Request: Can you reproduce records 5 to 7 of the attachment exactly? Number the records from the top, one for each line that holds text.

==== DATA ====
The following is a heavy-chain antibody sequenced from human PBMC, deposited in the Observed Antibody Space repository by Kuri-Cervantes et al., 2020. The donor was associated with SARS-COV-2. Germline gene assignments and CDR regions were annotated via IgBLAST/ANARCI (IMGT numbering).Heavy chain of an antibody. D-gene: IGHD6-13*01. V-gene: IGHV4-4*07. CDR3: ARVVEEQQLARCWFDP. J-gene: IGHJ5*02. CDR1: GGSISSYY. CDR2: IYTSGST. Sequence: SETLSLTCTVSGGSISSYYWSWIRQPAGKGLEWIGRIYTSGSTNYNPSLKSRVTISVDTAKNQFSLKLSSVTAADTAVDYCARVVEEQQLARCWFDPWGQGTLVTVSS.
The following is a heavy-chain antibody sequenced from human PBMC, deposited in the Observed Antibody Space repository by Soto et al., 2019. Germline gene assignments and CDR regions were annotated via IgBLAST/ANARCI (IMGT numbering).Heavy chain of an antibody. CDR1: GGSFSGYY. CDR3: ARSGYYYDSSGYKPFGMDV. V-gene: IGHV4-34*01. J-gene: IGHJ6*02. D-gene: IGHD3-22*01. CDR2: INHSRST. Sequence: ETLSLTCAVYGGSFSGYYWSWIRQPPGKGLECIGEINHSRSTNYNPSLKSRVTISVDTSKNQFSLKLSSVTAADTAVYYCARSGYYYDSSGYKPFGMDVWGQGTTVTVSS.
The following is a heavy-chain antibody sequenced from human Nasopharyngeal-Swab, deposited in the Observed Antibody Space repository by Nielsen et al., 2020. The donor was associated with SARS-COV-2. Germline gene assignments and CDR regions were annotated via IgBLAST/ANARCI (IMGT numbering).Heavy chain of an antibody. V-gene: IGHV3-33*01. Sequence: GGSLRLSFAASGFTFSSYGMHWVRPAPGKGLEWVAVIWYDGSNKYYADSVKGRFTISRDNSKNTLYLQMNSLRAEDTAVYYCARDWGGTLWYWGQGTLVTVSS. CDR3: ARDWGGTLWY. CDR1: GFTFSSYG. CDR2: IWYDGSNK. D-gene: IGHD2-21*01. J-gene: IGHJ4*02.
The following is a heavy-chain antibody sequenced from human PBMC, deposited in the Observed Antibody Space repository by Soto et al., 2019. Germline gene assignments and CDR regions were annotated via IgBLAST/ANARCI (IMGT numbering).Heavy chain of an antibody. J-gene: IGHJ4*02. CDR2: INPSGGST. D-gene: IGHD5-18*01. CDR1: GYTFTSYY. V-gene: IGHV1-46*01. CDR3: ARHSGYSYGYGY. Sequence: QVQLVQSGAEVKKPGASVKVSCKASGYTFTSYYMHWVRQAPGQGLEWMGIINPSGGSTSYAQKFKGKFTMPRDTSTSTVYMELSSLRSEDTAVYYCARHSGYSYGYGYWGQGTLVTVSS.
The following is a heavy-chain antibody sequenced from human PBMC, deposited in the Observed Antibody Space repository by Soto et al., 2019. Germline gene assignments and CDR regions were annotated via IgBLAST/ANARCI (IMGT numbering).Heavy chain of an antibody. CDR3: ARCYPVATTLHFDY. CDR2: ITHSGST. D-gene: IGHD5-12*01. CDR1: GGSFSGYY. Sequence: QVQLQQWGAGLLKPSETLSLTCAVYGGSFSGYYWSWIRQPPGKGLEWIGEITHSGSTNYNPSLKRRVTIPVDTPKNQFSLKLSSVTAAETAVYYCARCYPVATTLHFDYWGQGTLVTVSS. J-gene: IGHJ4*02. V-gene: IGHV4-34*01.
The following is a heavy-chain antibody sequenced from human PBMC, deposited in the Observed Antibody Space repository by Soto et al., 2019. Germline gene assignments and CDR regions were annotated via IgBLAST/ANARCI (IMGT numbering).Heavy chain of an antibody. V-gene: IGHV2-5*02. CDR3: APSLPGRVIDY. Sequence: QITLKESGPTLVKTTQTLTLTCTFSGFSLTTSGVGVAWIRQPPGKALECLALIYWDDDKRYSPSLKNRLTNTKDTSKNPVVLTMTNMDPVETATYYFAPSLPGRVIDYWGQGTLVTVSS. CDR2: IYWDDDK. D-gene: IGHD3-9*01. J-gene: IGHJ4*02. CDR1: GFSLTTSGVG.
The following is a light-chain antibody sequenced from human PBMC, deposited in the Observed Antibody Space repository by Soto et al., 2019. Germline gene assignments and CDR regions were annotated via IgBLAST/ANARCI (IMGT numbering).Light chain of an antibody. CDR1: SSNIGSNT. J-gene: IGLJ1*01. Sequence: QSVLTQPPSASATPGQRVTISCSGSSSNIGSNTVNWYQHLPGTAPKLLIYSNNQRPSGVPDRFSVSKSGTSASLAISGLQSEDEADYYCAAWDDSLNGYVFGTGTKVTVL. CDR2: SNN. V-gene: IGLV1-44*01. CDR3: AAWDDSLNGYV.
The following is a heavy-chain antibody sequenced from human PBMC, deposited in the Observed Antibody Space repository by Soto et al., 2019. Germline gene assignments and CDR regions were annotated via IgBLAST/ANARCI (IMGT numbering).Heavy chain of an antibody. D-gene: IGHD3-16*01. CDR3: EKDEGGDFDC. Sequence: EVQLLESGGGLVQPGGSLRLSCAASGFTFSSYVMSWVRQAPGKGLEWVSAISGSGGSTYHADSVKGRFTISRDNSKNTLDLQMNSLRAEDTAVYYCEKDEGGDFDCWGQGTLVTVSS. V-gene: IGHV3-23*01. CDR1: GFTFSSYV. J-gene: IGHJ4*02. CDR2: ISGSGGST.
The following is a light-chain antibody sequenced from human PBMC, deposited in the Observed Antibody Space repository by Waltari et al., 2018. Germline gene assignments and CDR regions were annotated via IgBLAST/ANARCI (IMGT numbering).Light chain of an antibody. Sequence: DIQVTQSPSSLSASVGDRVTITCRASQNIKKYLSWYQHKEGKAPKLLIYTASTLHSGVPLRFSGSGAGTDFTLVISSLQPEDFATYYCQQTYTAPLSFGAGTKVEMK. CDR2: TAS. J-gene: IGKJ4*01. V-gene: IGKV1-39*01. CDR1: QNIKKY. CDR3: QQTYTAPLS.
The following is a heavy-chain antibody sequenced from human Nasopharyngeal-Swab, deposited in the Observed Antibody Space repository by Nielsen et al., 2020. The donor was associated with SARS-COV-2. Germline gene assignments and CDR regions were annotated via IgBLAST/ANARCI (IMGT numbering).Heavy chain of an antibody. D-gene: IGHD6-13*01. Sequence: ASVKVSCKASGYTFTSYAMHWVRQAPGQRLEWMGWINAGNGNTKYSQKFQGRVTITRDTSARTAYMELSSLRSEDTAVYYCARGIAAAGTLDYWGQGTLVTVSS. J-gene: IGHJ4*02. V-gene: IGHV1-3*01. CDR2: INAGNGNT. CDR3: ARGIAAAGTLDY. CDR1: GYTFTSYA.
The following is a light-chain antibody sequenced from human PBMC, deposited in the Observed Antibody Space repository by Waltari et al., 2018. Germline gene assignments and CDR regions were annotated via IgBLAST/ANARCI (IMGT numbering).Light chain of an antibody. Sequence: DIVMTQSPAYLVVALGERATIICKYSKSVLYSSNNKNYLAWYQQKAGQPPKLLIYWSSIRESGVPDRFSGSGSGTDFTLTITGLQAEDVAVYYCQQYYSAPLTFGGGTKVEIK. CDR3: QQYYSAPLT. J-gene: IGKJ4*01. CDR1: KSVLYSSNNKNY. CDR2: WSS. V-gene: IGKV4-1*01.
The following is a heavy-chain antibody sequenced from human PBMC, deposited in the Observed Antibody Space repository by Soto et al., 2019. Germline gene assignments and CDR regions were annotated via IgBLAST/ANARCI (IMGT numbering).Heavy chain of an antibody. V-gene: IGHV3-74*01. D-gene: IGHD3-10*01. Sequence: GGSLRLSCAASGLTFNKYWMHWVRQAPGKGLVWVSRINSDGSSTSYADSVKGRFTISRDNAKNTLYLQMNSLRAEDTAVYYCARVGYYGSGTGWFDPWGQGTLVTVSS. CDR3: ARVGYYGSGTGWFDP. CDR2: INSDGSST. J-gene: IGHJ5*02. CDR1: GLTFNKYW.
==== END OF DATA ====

The following is a heavy-chain antibody sequenced from human PBMC, deposited in the Observed Antibody Space repository by Soto et al., 2019. Germline gene assignments and CDR regions were annotated via IgBLAST/ANARCI (IMGT numbering).Heavy chain of an antibody. CDR3: ARCYPVATTLHFDY. CDR2: ITHSGST. D-gene: IGHD5-12*01. CDR1: GGSFSGYY. Sequence: QVQLQQWGAGLLKPSETLSLTCAVYGGSFSGYYWSWIRQPPGKGLEWIGEITHSGSTNYNPSLKRRVTIPVDTPKNQFSLKLSSVTAAETAVYYCARCYPVATTLHFDYWGQGTLVTVSS. J-gene: IGHJ4*02. V-gene: IGHV4-34*01.
The following is a heavy-chain antibody sequenced from human PBMC, deposited in the Observed Antibody Space repository by Soto et al., 2019. Germline gene assignments and CDR regions were annotated via IgBLAST/ANARCI (IMGT numbering).Heavy chain of an antibody. V-gene: IGHV2-5*02. CDR3: APSLPGRVIDY. Sequence: QITLKESGPTLVKTTQTLTLTCTFSGFSLTTSGVGVAWIRQPPGKALECLALIYWDDDKRYSPSLKNRLTNTKDTSKNPVVLTMTNMDPVETATYYFAPSLPGRVIDYWGQGTLVTVSS. CDR2: IYWDDDK. D-gene: IGHD3-9*01. J-gene: IGHJ4*02. CDR1: GFSLTTSGVG.
The following is a light-chain antibody sequenced from human PBMC, deposited in the Observed Antibody Space repository by Soto et al., 2019. Germline gene assignments and CDR regions were annotated via IgBLAST/ANARCI (IMGT numbering).Light chain of an antibody. CDR1: SSNIGSNT. J-gene: IGLJ1*01. Sequence: QSVLTQPPSASATPGQRVTISCSGSSSNIGSNTVNWYQHLPGTAPKLLIYSNNQRPSGVPDRFSVSKSGTSASLAISGLQSEDEADYYCAAWDDSLNGYVFGTGTKVTVL. CDR2: SNN. V-gene: IGLV1-44*01. CDR3: AAWDDSLNGYV.